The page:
The Black Prince.
Member of the French-born ruling dynasty Anjou-Plantagenêt which stood from 1154 to 1399 in direct line and until 1485 in the side lines Lancaster and York the kings of England.
OUR countrymen have long been used to point out, as the representative of the English chivalry of former days, the gallant son of the third Edward, the prince whom his father rejoiced to salute as the victor of Crecy.
At the period of this great and decisive battle (26th August, 1346), Prince Edward was only sixteen years of age; he there first adopted the crest (ever since held by the Prince of Wales) of the ostrich feathers, with the motto ich dim (I serve), the spoils of a king (John, of Bohemia) who was slain in the action.
In 1356, Edward gained another great victory, the memorable battle of Poitiers, in which the king of France was made prisoner, and was brought by the prince to England. A few years after, the chivalrous prince entered Castile for the purpose of replacing Pedro IV. on his lost throne: and added to the number of his exploits another victorious campaign.
In the war in 1372, Edward was compelled by sickness to return to England. During the peace (which lasted through the remainder of his father’s reign) he increased the love which the English people had ever borne towards him, by advocating popular measures of state. The sorrow was great and universal, when their favourite prince died on the 8th of June, 1376, at the age of forty-six.
He was buried with great pomp in Canterbury Cathedral, where his monument and effigy still remain. He is there represented in armour which differs but little from that in which he is clad in the accompanying plate. The king followed his son to the grave in the following year.
This latter portrait of the Black Prince is taken from the same painting, found on the walls of St. Stephen’s Chapel at Westminster, which has furnished us with the portrait of his royal father, Edward III., already given. Prince Edward occupies the compartment of the picture immediately behind that of his father, and is, like him, represented kneeling in adoration of the Virgin, who in the original is seated in a larger compartment above.
Part of the figure of the prince, as well as of those behind him, was cut off in the painting by a square place, apparently subsequent to the original design, and which seems to have been intended for the insertion of a table or shelf.
The portrait was probably made about the time of the battle of Poitiers, when the prince was twenty-six years of age; and he is, accordingly, represented as a beardless youth, bearing strong traits of resemblance to his father.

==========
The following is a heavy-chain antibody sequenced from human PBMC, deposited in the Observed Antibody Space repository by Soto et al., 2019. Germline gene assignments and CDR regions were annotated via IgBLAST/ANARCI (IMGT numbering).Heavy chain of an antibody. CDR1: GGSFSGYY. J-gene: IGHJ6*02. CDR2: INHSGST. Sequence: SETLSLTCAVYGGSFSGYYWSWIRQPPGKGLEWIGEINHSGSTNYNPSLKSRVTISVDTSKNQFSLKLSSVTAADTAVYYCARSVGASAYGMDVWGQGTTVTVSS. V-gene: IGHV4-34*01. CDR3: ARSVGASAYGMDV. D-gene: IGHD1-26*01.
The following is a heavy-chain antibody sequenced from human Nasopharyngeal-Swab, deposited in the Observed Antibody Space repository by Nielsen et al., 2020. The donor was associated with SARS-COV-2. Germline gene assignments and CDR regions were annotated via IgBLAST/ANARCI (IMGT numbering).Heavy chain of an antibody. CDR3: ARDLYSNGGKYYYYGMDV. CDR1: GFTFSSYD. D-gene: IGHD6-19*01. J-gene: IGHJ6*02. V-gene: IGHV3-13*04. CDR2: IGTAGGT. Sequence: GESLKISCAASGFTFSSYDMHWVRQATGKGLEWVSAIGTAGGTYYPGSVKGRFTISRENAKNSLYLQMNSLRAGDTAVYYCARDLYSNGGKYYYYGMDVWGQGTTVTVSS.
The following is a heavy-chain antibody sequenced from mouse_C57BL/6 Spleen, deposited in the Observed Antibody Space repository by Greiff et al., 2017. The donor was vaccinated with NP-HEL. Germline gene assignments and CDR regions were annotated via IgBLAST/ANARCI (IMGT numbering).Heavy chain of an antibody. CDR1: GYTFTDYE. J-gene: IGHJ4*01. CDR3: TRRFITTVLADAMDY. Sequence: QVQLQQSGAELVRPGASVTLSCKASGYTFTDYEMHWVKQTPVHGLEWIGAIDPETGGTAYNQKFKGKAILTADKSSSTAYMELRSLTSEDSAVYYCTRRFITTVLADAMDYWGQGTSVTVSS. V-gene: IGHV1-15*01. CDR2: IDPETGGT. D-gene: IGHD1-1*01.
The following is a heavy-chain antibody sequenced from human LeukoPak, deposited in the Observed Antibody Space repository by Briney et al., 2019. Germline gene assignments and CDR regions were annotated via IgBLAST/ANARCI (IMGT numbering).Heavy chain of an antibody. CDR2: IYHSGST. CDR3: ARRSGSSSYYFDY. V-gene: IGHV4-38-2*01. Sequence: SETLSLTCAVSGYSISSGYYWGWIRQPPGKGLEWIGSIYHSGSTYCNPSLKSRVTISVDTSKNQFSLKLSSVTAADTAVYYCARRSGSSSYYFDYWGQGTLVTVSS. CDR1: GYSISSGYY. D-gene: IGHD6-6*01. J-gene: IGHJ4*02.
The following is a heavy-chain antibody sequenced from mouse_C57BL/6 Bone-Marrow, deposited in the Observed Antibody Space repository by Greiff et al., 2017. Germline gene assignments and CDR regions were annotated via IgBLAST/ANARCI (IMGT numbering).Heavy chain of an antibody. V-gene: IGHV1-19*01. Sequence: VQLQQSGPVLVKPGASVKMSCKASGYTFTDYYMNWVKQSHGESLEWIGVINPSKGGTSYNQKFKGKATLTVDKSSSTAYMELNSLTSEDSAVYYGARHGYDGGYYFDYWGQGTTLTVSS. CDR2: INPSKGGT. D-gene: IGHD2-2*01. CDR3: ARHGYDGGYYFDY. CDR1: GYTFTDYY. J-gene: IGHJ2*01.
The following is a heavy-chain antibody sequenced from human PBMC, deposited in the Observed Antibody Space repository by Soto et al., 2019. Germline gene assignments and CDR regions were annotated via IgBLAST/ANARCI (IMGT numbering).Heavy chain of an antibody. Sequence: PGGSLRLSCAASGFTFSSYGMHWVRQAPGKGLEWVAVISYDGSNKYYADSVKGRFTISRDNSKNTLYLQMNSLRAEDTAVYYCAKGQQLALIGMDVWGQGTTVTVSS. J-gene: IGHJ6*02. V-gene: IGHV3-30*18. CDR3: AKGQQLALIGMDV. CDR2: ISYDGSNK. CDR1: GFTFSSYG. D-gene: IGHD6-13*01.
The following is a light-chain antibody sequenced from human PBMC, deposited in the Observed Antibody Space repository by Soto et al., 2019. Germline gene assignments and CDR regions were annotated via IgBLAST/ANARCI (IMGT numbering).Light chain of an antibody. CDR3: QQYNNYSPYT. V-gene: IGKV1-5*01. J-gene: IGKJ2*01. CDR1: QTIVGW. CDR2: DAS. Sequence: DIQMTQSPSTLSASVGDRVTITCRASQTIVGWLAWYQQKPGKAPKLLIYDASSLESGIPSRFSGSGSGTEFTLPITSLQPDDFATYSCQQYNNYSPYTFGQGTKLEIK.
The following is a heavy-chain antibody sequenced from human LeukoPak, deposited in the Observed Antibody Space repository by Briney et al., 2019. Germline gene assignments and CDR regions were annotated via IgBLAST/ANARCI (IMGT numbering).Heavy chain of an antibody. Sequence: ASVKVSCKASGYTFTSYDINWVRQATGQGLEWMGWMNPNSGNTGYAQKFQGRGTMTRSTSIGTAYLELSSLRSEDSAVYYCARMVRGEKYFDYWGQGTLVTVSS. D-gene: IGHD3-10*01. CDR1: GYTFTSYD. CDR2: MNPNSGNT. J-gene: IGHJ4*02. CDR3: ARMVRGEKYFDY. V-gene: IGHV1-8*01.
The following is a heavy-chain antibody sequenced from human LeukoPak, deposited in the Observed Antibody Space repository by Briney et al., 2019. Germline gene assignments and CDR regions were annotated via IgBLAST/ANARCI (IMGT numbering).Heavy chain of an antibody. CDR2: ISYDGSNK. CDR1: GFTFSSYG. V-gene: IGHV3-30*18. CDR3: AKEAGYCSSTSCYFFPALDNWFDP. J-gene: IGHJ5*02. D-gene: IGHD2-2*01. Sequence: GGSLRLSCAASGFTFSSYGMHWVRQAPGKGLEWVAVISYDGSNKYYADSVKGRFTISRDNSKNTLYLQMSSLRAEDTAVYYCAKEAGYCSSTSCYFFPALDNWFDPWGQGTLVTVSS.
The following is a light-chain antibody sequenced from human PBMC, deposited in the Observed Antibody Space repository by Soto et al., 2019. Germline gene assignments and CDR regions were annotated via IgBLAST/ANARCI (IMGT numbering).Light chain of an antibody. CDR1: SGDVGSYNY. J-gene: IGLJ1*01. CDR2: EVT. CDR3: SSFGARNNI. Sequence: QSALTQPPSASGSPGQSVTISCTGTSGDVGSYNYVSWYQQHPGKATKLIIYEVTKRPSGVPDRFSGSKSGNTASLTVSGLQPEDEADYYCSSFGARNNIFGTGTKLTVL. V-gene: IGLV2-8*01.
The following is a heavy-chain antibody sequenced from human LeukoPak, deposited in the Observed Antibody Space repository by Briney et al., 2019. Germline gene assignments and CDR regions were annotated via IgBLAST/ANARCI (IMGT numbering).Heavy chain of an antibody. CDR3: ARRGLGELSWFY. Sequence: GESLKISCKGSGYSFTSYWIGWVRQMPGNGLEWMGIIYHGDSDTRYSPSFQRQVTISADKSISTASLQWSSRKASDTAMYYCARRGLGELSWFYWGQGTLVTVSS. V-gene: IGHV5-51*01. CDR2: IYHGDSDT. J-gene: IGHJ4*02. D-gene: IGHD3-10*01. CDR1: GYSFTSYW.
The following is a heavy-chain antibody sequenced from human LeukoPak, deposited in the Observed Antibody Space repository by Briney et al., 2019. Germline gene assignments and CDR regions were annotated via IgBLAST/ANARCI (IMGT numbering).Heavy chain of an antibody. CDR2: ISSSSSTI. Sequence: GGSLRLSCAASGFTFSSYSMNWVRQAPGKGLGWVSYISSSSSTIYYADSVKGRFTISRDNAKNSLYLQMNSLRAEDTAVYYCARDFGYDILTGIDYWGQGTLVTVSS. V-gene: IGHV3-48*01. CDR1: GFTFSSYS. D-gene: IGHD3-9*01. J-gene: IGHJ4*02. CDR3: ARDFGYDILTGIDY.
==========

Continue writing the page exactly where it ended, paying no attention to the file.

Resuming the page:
His helmet, surrounded by a coronet resembles that on the effigy at Canterbury. In other respects his armour varies but little from that of King Edward. He is said to have gained his name of the Black Prince by the colour of the armour which he wore in battle. In our painting he is not so distinguished; but he perhaps did not introduce this peculiarity in the armour which he wore on pompous occasions, and in which he is no doubt here represented. Three letters only of the end of his name are preserved at the foot of the picture, which are a convincing proof that the mutilations were made after its completion.
The two figures which we have given from these curious paintings are both represented in armour. Other figures in them are represented in robes of state; and we have given at the foot of the preceding page the legs from one group, as offering an excellent specimen of the hose and shoes worn by princes at the court of Edward III.
The initial letter on the foregoing page is taken from a manuscript of the fourteenth century, preserved in the British Museum, Bibl. Reg. 6, E. IX. The throne represented on the present page is taken from the well-known illuminated manuscript of the Romance of Alexander, in the Bodleian Library at Oxford.
(Edward of Woodstock, Prince of Wales, known as The Black Prince, but actually Eduard Plantagenet; KG (1330-1376) was the eldest of the seven sons of King Edward III. with his wife Philippa, and father of King Richard II. Because of his once supposedly black armor, which can still be seen today in the cathedral of Canterbury, he was called The Black Prince. But this name did not appear until about 200 years after his death.)
Source: Dresses and Decorations of the Middle Ages by Henry Shaw F.S.A. London William Pickering 1843.
The Tudor Tailor: Reconstructing Sixteenth-Century Dress by Ninya Mikhaila & Jane Malcolm-Davies.
A valuable sourcebook for costume designers, dressmakers and those involved in historical reenactments, this book contains all the information you need to create authentic clothes from the Tudor period.